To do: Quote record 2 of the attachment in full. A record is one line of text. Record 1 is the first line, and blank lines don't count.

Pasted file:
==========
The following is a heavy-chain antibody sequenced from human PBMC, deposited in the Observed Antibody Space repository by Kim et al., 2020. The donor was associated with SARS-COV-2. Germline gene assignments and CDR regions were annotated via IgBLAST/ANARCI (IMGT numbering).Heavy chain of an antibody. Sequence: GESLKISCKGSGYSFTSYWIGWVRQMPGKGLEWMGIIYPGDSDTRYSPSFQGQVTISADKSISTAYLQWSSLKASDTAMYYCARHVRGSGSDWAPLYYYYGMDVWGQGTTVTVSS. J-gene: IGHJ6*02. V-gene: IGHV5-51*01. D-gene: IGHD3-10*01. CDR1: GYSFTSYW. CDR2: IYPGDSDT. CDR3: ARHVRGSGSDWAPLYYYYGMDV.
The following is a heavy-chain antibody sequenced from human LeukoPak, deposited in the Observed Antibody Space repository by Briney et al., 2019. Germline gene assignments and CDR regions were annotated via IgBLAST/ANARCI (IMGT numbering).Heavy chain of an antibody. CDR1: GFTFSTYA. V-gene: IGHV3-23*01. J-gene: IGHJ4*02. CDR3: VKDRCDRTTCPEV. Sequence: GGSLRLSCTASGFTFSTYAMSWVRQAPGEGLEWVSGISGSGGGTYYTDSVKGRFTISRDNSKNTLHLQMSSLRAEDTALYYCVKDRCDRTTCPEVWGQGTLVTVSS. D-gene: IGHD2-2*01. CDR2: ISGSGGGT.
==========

The following is a heavy-chain antibody sequenced from human LeukoPak, deposited in the Observed Antibody Space repository by Briney et al., 2019. Germline gene assignments and CDR regions were annotated via IgBLAST/ANARCI (IMGT numbering).Heavy chain of an antibody. CDR1: GFTFSTYA. V-gene: IGHV3-23*01. J-gene: IGHJ4*02. CDR3: VKDRCDRTTCPEV. Sequence: GGSLRLSCTASGFTFSTYAMSWVRQAPGEGLEWVSGISGSGGGTYYTDSVKGRFTISRDNSKNTLHLQMSSLRAEDTALYYCVKDRCDRTTCPEVWGQGTLVTVSS. D-gene: IGHD2-2*01. CDR2: ISGSGGGT.